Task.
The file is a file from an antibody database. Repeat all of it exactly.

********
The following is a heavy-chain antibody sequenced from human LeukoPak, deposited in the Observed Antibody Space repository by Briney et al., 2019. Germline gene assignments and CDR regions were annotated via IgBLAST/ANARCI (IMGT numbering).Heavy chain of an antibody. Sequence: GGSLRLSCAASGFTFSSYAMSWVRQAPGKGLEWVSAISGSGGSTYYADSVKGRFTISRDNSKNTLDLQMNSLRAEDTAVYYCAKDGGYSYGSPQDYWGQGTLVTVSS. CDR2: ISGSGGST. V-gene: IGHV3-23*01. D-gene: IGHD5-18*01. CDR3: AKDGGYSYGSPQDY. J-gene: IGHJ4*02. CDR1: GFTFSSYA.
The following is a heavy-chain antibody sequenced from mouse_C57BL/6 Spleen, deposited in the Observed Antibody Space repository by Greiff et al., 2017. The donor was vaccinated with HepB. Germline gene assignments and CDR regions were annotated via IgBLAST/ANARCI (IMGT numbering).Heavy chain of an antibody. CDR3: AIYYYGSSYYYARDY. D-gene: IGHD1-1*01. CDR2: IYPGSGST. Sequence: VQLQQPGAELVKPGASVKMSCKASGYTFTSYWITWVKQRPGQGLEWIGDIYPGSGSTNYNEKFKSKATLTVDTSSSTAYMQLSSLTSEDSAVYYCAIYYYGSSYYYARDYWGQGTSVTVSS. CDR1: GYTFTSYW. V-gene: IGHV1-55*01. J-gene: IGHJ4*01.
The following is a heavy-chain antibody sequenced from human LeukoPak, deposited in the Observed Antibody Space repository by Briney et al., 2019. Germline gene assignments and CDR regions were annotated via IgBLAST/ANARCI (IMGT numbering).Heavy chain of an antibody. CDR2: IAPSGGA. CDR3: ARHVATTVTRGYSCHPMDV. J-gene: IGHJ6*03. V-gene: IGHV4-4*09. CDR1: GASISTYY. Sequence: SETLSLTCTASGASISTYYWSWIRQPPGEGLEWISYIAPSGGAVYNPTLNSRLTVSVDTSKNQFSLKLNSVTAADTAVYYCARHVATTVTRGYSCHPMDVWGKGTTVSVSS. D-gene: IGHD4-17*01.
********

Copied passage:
The following is a heavy-chain antibody sequenced from human LeukoPak, deposited in the Observed Antibody Space repository by Briney et al., 2019. Germline gene assignments and CDR regions were annotated via IgBLAST/ANARCI (IMGT numbering).Heavy chain of an antibody. Sequence: GGSLRLSCAASGFTFSSYAMSWVRQAPGKGLEWVSAISGSGGSTYYADSVKGRFTISRDNSKNTLDLQMNSLRAEDTAVYYCAKDGGYSYGSPQDYWGQGTLVTVSS. CDR2: ISGSGGST. V-gene: IGHV3-23*01. D-gene: IGHD5-18*01. CDR3: AKDGGYSYGSPQDY. J-gene: IGHJ4*02. CDR1: GFTFSSYA.
The following is a heavy-chain antibody sequenced from mouse_C57BL/6 Spleen, deposited in the Observed Antibody Space repository by Greiff et al., 2017. The donor was vaccinated with HepB. Germline gene assignments and CDR regions were annotated via IgBLAST/ANARCI (IMGT numbering).Heavy chain of an antibody. CDR3: AIYYYGSSYYYARDY. D-gene: IGHD1-1*01. CDR2: IYPGSGST. Sequence: VQLQQPGAELVKPGASVKMSCKASGYTFTSYWITWVKQRPGQGLEWIGDIYPGSGSTNYNEKFKSKATLTVDTSSSTAYMQLSSLTSEDSAVYYCAIYYYGSSYYYARDYWGQGTSVTVSS. CDR1: GYTFTSYW. V-gene: IGHV1-55*01. J-gene: IGHJ4*01.
The following is a heavy-chain antibody sequenced from human LeukoPak, deposited in the Observed Antibody Space repository by Briney et al., 2019. Germline gene assignments and CDR regions were annotated via IgBLAST/ANARCI (IMGT numbering).Heavy chain of an antibody. CDR2: IAPSGGA. CDR3: ARHVATTVTRGYSCHPMDV. J-gene: IGHJ6*03. V-gene: IGHV4-4*09. CDR1: GASISTYY. Sequence: SETLSLTCTASGASISTYYWSWIRQPPGEGLEWISYIAPSGGAVYNPTLNSRLTVSVDTSKNQFSLKLNSVTAADTAVYYCARHVATTVTRGYSCHPMDVWGKGTTVSVSS. D-gene: IGHD4-17*01.